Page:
Getting out of that cushioned chair was like easing out of five hours of inertia; the old fellow next door had begun rising up from a dream, seven-eighths submerged, with drool lingering out the corner of his dry mouth. And then, the captain announces we have landed. With the remainder of what felt like an hour, our graceful plane plodded along to the nearest passenger boarding bridge—during this time, I imagined being in one of those mobility scooters, except, on a much grander scale. They’re fantastic! When I first saw this contraption a week later in Booragoon, it had zoomed past me faster than I ever remember seeing the village delinquent, running from his upset Mother’s wooden spoon.

I had entered the unknown, or, rather the once known; things are a little different when you’re a fresh newborn birthed out of what Huxley had called the ‘strawberry pink alcove’. It was now seventeen years and, a hundred and twenty-seven centimetres later, when I emerged out from the passenger door. Then a phantasmal herd of bison charged towards me with, six degrees of centigrade trailing in their wake.

The journey down the passageways and immigration hall echoed some of my thoughts from Orwell: Humans in transit, bodies not so concerned with the space between where they have been and where they will be. Before having reached the desk manned by an endomorphic man, topped with a tuft of blonde hair, and framed by a not-so-flattering uniform. I swapped my Thai passport for its Australian companion with one, smooth motion—it felt like, espionage.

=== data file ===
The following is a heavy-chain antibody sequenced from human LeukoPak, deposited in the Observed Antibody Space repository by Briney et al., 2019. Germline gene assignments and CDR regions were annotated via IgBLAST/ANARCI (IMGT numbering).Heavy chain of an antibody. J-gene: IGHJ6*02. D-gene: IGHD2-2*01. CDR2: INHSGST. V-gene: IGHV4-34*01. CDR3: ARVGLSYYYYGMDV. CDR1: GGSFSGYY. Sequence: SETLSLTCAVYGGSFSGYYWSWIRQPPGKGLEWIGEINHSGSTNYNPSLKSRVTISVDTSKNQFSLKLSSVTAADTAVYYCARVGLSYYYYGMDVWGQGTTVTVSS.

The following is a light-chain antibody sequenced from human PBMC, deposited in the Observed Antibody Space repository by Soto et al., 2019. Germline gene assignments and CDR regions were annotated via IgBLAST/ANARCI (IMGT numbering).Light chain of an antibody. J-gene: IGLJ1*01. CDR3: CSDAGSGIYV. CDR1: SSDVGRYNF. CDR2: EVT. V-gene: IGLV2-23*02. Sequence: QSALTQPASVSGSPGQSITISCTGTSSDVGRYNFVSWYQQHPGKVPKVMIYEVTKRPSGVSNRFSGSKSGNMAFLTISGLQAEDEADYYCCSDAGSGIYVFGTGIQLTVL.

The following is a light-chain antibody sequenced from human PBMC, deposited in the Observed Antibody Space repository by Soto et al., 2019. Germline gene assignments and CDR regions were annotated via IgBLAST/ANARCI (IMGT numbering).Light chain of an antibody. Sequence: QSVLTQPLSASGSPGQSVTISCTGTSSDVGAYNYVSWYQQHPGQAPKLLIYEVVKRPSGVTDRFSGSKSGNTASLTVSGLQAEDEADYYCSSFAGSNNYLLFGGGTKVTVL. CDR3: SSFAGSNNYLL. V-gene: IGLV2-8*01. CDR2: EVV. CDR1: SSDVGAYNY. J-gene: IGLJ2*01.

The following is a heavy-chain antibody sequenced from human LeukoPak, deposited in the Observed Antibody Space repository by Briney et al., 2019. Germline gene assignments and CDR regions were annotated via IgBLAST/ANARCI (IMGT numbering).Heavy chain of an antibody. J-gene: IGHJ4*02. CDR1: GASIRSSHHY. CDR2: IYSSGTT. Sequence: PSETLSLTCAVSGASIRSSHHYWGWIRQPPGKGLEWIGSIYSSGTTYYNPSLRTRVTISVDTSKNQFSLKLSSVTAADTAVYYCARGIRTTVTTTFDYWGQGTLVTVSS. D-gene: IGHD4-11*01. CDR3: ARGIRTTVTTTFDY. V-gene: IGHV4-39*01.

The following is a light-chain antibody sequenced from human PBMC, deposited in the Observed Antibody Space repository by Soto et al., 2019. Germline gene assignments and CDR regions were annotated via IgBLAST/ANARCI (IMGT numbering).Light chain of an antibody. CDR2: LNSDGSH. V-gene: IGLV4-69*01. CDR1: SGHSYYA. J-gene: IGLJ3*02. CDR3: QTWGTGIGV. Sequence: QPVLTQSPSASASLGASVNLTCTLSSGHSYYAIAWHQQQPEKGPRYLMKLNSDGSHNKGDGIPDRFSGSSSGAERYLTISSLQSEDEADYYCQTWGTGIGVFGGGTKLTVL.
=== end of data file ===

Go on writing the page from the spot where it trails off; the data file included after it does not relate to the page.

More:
Greeted by the exit of Terminal One, the sliding doors opened with a whoosh; more frozen tendrils lashed out at the corners of my lips. After having lived right on the equator, the local tropical climate could never have amounted to this temperature. More shocking, was how the environment was so—for lack of a better word—sterile. I breathed in air that had no moisture. This open space felt so pristine, as if I had just gotten out of a warm, winter bath, hurrying for my towel. Then I looked up, saw how there weren’t any fluffy white sheep left, roaming above; and smiled at the lovely greeting made, from that cerulean sky.

My world was filled with a multitude of noises, except, without the smog, and screeching of motorbike tires on black asphalt. Perth, felt so, organised; buildings were arranged in such a way for no lost space, panes of clear glass towering high above like the giants in our ancient mythology. I had my mouth agape and kept it like that, for there was no fear of a stray fly having a pit stop on my cherry pink tongue. This place was too clean. Although, there was the occasional squashed plastic cup: remnants of some much-needed rehydration, after a rough, night out.

Then I began to miss the street food: grilled marinated chicken, som tum, the alluring smell of some noodle soup broth; and, all the spice, sneaking out of a bowl of freshly chopped bird’s eye chillies. But, I later got introduced to a new assortment of aromas, from roasted coffee beans, green smoothies, to the novel strawberry punnet—not yet rejected by government regulations.

Words by Chakris Srisuwan